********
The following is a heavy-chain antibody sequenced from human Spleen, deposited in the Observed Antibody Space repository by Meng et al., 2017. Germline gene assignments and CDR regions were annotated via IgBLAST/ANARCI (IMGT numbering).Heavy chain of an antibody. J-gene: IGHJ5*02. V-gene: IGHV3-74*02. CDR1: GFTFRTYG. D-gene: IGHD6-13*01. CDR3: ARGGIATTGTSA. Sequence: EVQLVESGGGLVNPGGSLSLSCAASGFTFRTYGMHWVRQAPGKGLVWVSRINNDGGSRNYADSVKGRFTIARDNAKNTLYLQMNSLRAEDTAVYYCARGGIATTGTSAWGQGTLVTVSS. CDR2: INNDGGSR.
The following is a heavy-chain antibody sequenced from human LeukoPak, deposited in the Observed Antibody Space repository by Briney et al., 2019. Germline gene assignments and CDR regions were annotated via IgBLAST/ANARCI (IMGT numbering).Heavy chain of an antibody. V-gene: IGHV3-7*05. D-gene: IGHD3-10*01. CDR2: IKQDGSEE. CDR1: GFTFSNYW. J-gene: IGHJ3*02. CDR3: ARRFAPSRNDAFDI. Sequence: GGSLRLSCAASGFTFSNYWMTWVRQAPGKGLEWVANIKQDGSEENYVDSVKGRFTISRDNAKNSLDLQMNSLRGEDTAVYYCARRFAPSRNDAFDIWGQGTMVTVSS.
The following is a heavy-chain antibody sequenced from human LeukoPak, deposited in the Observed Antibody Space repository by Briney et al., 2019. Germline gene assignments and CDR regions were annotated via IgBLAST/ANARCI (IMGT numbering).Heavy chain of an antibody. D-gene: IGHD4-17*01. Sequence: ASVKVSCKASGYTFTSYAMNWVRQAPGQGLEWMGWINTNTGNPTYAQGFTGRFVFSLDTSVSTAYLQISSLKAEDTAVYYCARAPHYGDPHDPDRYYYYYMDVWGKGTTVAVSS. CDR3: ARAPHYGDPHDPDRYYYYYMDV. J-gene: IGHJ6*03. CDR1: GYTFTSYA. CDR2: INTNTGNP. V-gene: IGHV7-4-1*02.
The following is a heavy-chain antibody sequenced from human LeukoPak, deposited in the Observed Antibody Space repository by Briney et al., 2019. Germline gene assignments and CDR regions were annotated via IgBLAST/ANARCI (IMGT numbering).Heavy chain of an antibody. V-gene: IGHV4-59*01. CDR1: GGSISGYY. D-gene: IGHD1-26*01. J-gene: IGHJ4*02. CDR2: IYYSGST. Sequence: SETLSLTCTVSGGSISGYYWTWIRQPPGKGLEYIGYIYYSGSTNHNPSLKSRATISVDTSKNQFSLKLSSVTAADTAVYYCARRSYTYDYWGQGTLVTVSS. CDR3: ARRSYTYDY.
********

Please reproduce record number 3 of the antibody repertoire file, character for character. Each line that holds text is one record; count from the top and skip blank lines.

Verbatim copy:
The following is a heavy-chain antibody sequenced from human LeukoPak, deposited in the Observed Antibody Space repository by Briney et al., 2019. Germline gene assignments and CDR regions were annotated via IgBLAST/ANARCI (IMGT numbering).Heavy chain of an antibody. D-gene: IGHD4-17*01. Sequence: ASVKVSCKASGYTFTSYAMNWVRQAPGQGLEWMGWINTNTGNPTYAQGFTGRFVFSLDTSVSTAYLQISSLKAEDTAVYYCARAPHYGDPHDPDRYYYYYMDVWGKGTTVAVSS. CDR3: ARAPHYGDPHDPDRYYYYYMDV. J-gene: IGHJ6*03. CDR1: GYTFTSYA. CDR2: INTNTGNP. V-gene: IGHV7-4-1*02.